Jellyfish stings are a growing public health concern worldwide and are responsible for more deaths than shark attacks each year.

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  • Environment Featured Government Science April is Tsunami Awareness Month in Hawaii

    April is Tsunami Awareness Month in Hawaii

    Hawaii Emergency Management Agency (HI-EMA) is encouraging the public to take tsunami preparedness into their own hands this April during Tsunami Awareness Month. Seventy years ago, on April 1, 1946, one of the deadliest tsunamis to ever hit Hawaii caused widespread devastation on all islands. Generated by an earthquake in the Aleutian Islands, the massive tsunami took 159 lives and caused more than $26 million in damage. April was chosen as the month to honor and remember the lives lost in all tsunamis to hit the state.

    Due to Hawaii’s location in the middle of the Pacific Ocean, we are extremely vulnerable to the threat of tsunamis. Distantly generated tsunamis can reach Hawaii within several hours and are triggered by earthquakes that take place along the Ring of Fire, which circles the Pacific Rim. Locally generated tsunamis are caused by earthquakes or volcanic activity that occur in or near the Hawaiian Islands, and can make landfall in a matter of minutes.

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  • Art Publicity Contemporary island art featured in ‘Contact 2016’

    Contemporary island art featured in ‘Contact 2016’

    For
 the
 third
 year,
 Pu‘uhonua
 Society’s
 Maoli
 Arts
 Alliance
 is
 presenting 
its 
juried 
contemporary 
art 
exhibition “Contact 2016.” The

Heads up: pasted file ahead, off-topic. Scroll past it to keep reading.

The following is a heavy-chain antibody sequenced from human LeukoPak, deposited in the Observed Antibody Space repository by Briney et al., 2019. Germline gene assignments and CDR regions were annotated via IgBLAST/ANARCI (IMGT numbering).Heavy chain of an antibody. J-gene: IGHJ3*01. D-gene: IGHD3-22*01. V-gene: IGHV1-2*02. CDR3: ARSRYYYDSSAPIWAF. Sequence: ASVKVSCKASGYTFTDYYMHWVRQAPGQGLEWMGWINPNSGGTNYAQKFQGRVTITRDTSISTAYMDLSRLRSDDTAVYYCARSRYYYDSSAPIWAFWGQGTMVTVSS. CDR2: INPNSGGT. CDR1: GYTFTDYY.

exhibition 
features 
new 
and
 recent
 artworks
 by
 Hawaii’s
 contemporary
 artists,
 and
 is
 the
 only
 show
 of
 its
 kind
 in
 the
 islands.

    Selected
 artworks
 explore
 themes
 of
 “Contact,” cultural
 exchange
 and
 migratory
 movements, many of
 them 
reflecting 
on 
personal 
narratives 
of 
heritage 
and 
connection.

 This
 year’s
 show
 is
 titled
 “Foreign
 and
 Familiar.”

    Jurors
 are
 expected
 to
 select
 work
 by
 over
 80
 submissions
 in
 a
 wide
 variety
 of
 media
 from
 over
 50
 artists
 for
 the
 exhibition.
 On
 view
 at
 the
 Honolulu
 Museum
 of
 Art
 School
 from
 March
 24
 to April
 17,
 2016,
 “Contact 2016” also
 includes
 a
 series
 of
 free
 programs,
 including
 lectures,
 panel
 discussions,
 and
 films,
 designed
 to
 complement
 the
 show.

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  • Government Publicity Transportation Report: Honolulu has 10th worst traffic in U.S.

    Report: Honolulu has 10th worst traffic in U.S.

    A new report out of transportation analytics firm INRIX ranks Honolulu 10th on its list of the 10 most congested cities in the country, with each commuter wasting 49 hours per year stuck in traffic.

    The top 10 list also includes Los Angeles, Washington D.C., San Francisco, Houston, New York and Seattle, and commuters spent a total of 8 billion hours stuck in traffic in 2015 across all ten cities combined. INRIX also notes that the U.S. accounts for 50 percent of the top 10 metros with the worst traffic congestion across both the U.S. and Europe. Only London has worse traffic than top-ranked U.S. cities.

    INRIX released its 2015 Traffic Scorecard today, a benchmark for governments and agencies in the U.S. and Europe to measure progress in improving urban mobility.

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  • Art Education Featured History Hawaiian language poetry, writing competition launched

    Hawaiian language poetry, writing competition launched

    A new Hawaiian poetry and writing competition is now accepting entries. The first of its kind, “He Hookuku Mele a Moolelo” (Poetry and Short Story Competition), is open to people of all ages from around the world, and is aimed at increasing skill and proficiency in the Hawaiian language.

    The only requirements to compete are an Internet connection to submit contest entries and the ability to compose or write in olelo Hawaii, the Hawaiian language.

    “There are many places to learn Hawaiian now, but this kind of effort links up all the learners, and even the teachers, in a fun, “give it your very best” kind of competition. This contest will generate new poetry and short stories that the whole Hawaiian language community can enjoy.” says Dr. Puakea Nogelmeier, a professor of Hawaiian language at the University of Hawaii at Manoa, a multi-award-winning composer, and the executive director of Awaiaulu, Inc., the organization sponsoring the competition.